Meet my daughter. Yep, that’s her right there, in the Wonder Woman shirt (complete with cape) and not-so-much matching skirt.
In case you haven’t noticed, I think she’s pretty darned awesome. (I feel the same way with my son…and..honestly, most of this post could apply to him as well, but well…maybe you’ll see why later). At the age of only 4, she already manages to be most of what I would hope any person in this world would aspire to be. She’s kind, she’s caring, she has a need to take in the less-fortunate, she’s smart, wants to learn, happy, optimistic, still believes in magic, and a whole helluva lot more. Sure, she may be a bit pudgy (so was I at that age), but she has already latched onto one of the most important things about life, one of the things that tends to be the most difficult to keep as you get older.
She knows how to be true to herself.
My daughter is a nerd. Hard to believe, right? But by nerd, I’m referring to the nerd who is passionate about the things they enjoy. She’s not someone who likes something for a second and then wants to move onto the next thing, she’s the person who will love something and continue to love it and want to tell everyone about her love for it, as well as showcase her love for it through her clothing choices or whatever else. This is where her ability to be true to herself really begins to shine through.
First, I’d like to note that I do attempt to have some minor amounts of input into her fashion choices, knowing full well that my knowledge of fashion doesn’t go much further than a t-shirt and jeans. However, I generally try to allow her to keep final creative decision. My words are to be taken as suggestions, more than anything…unless it has to do with ensuring her dress is appropriate for the weather outside.
And generally her choices are rather normal. I mean, there’s only so much one can do when wearing dresses that would make you appear all that eccentric. It’s when she goes away from the dresses, however, that things really can get interesting. It’s not uncommon for her to wear a star wars or superman t-shirt with a tutu during the summer months, combining her love of science fiction with her love of dressing up in more “girly” attire. She even realizes that she looks silly, as she’ll tell me whilst checking herself out in the mirror. She doesn’t care. She’s expressing herself, and she feels more than confident enough to do so.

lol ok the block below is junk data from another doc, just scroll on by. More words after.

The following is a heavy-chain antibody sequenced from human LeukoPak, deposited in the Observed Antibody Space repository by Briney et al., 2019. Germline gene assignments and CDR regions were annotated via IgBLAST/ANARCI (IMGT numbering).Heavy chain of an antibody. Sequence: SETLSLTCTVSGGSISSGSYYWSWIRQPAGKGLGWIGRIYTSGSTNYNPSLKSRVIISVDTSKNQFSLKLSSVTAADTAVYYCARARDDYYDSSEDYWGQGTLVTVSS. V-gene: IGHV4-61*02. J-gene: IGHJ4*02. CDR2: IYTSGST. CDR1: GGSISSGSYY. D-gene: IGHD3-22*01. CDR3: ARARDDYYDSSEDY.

This is where my envy begins. My daughter is confident. She has no fears about people making fun of her (although, when it does happen, I tend to get a rather tearful story about it), she doesn’t care that her choices might have a negative impact on how people view her. It’s a visual representation of who she is and she wants everyone to know that.
Of course, she’s young yet. There’s still plenty of time (including high school) for that amazing confidence to disappear. I pray that it doesn’t. However, that doesn’t change the fact that I often find myself envying her for her ability to express herself in the myriad ways she does (clothing is only one of many ways in which she does this). I can barely tell my friends/family about the books I’ve published and am incredibly proud of, much less showcase them openly to the entire world. My daughter, on the other hand, wears her love of things and her confidence of herself on her sleeve.
Where this starts to become even more interesting is that she has become, in some ways, a feminist icon…albeit a rather unknown one. I often hear comments from the female university students who watch her at day care regarding how much they appreciate the fact that she can be such a girlie girl while also not being afraid to run with the boys. That she can go from wanting to put on nail polish to playing Power Rangers in the yard.
My daughter, just in being who she is and not feeling as though she needs to just do things that match standard gender lines, stands out as something special, as something that I’m beginning to find I’m not the only one who aspires to be more akin to.
She’s not afraid to be the person to introduce herself to new students and instantly become their best friend, should they have trouble acclimating to the new environment. She’s not afraid to ask how every single thing in this world works, and (usually) sit around for a real answer without getting too disinterested. She’s ready to tackle any new task, whether it be something as difficult as learning to ice-skate or something as frightening as riding on the Tower of Terror, or something as monotonous as dying 500 times in the same spot in a Mario game just to figure out how the hell to play it. She’s experiencing the world like I wish I would.
But more than anything, she’s happy (most of the time). Even though she is one of the most empathetic people I know, she manages to find joy in most parts of life, even if it’s a 20 hour car ride to some place she’s never heard of before.
I wish I could be like her. And more than that…I wish she never loses that part of herself.
I should add, once again, that my son carries many of these same attributes..albeit, his love for makeup, princesses and other such details doesn’t tend to be as endearing to the public at large as my daughter’s love for more boyish things.
Anyways, I’ve got tons to do, so I’m off.
Have fun out there!